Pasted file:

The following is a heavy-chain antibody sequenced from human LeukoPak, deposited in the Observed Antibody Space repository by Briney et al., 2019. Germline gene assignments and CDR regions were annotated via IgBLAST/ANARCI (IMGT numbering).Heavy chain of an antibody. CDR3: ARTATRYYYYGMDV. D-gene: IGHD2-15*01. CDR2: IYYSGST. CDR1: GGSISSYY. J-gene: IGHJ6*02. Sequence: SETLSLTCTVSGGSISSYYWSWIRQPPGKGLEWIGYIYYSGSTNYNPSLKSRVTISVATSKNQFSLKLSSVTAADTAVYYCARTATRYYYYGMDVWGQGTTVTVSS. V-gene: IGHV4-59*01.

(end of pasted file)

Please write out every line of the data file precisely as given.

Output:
The following is a heavy-chain antibody sequenced from human LeukoPak, deposited in the Observed Antibody Space repository by Briney et al., 2019. Germline gene assignments and CDR regions were annotated via IgBLAST/ANARCI (IMGT numbering).Heavy chain of an antibody. CDR3: ARTATRYYYYGMDV. D-gene: IGHD2-15*01. CDR2: IYYSGST. CDR1: GGSISSYY. J-gene: IGHJ6*02. Sequence: SETLSLTCTVSGGSISSYYWSWIRQPPGKGLEWIGYIYYSGSTNYNPSLKSRVTISVATSKNQFSLKLSSVTAADTAVYYCARTATRYYYYGMDVWGQGTTVTVSS. V-gene: IGHV4-59*01.